Isand66's picture

Great looking loaf of bread.  Looks like you achieved a nice open crumb and a chewy crust.

I have not made this one in a while myself but you reminded me it may be time to start up a desem starter (no pun intended)_.


JMonkey's picture

One of my favorite loaves. If you decide to make it, I hope it turns out well!

Our Crumb's picture
Our Crumb

Now that's a beaut, JM.  About as simple a process as there is and such a handsome result.  I've never made a desem or any SD 100% ww and am growing curiouser and curiouser about how SD+WW flavors mesh, or (as some feel) collide.  From freshly milled grain too.  Such a small loaf, I'm tempted to enlist the services of my KA KGM -- can probably handle a small amount like this without much complaint.

So while I'm here:  I was in a shop yesterday that carried both hard red spring and hard red winter wheat grain in bulk.  First time I've had the choice.  What's your garage buckets, and this desem, got?  Opinions?  Thanks!


JMonkey's picture


As for wheat, if I have a choice, I go with hard red spring wheat. The spring wheats typically have a higher protein content than do the winter wheats, so the rise is usually higher, and with whole wheat flour, you need all the help you can get. I've tried the hard white wheats, but I don't like the flavor or texture in breads. Seems waxy, somehow, to my taste. I use soft white winter wheat all the time, though, for quickbreads.

varda's picture

I have been struggling with 100% whole grain loaves, so this makes me appreciate your accomplishment all the more.   Actually I was just looking at your 2007 post: and thinking I would give it a try.   Overnight medium low temperature fermentation with a very low percentage prefermented flour.    Have you done that again lately?   -Varda

JMonkey's picture

Funny you should say that, because I've not made that bread recently. I've gotten into a bit of a bread rut, doing mainly whole wheat sandwich bread and 60% whole wheat sourdough loaves. I think I'll give it a shot this weekend .... Thanks!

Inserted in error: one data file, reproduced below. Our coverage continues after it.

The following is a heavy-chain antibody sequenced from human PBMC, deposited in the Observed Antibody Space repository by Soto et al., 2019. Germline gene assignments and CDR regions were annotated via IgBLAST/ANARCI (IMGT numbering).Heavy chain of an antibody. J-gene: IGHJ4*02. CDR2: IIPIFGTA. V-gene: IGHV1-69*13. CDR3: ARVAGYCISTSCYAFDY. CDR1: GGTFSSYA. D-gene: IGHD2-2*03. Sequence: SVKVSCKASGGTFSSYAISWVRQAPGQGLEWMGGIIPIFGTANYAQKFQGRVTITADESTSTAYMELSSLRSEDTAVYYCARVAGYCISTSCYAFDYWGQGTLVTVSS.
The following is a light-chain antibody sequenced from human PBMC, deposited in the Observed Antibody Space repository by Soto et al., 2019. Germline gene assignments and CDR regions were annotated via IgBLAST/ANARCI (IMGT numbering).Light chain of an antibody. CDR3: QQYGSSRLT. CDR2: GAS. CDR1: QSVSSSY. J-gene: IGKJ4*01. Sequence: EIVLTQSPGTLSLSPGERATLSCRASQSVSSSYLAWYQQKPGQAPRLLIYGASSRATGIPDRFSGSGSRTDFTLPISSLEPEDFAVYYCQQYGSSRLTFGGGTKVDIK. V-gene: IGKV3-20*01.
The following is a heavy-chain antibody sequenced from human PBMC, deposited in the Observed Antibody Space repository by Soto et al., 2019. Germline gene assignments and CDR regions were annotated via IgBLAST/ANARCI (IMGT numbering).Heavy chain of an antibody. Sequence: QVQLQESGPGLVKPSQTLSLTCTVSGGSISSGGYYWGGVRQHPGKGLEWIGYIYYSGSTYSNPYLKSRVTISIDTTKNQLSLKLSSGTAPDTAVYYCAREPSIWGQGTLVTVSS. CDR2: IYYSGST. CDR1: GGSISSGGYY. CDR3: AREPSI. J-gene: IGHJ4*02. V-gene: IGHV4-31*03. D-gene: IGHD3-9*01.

dabrownman's picture

That Desem looks delicious and perfectly baked.  Like you, winter is the time for Desem starter here and we just keep in outside where the temperature varies from the high 30's at night to 65 F in the daytime - close as we can get to the  right temps - twice a day.    My summer Desem stored at 35 F and then built to full strength on a 82 F counter is even more sour than my rye sour and that is the way we like it.

Happy baking in 2013!



FlourChild's picture

Looks like a great, open crumb for whole wheat, and the flavor profile sounds divine- nicely done!

PiPs's picture

Lovely looking loaf ...

Nothing like bread from a nut with a grinder :)


JMonkey's picture

BTW, JanetCook turned me on to your blog and ... holy crap, your breads are incredible, not to mention your sense with a camera. I am in awe. The pumpkin feta tarte is going to be on the menu for my family this very weekend. 

jcking's picture

Lovely Baking! You've inspired many Fresh Loaf Bakers.

Have you considered a small dorm fridge for your starter? Maybe from a yard sale? It's can be adjusted to 50°F by stuffing the small freezer section with old towels. I've been using one rigged this way for my starters for a few years now.

Happy Baking, hope to see more,


JMonkey's picture

That's an interesting idea. I did something similar six or seven year ago with tanks of water and aquarium heaters in an attempt to do a three-stage Detmolder rye, similar to this fellow. It was interesting, but was a ton of work, and I never quite got it right. Ultimately, though I love Desem bread, I think part of its charm for me is its seasonal nature. And there are so many other wonderful breads to make in the meantime!

rayel's picture

Nice looking loaf JM. The crumb shows regular and even holes right to the bottom crust. Really nice bread.  Ray

breadsong's picture

Hi JMonkey,
What a fantastic write-up! - your explanation of what a desem loaf is, the process to make it, and the resulting flavor.
It looks just beautiful, and given our cooler temperatures I should give this one a try.
Many thanks!
:^) breadsong

Broetchenmaedchen's picture

Absolutely beautiful!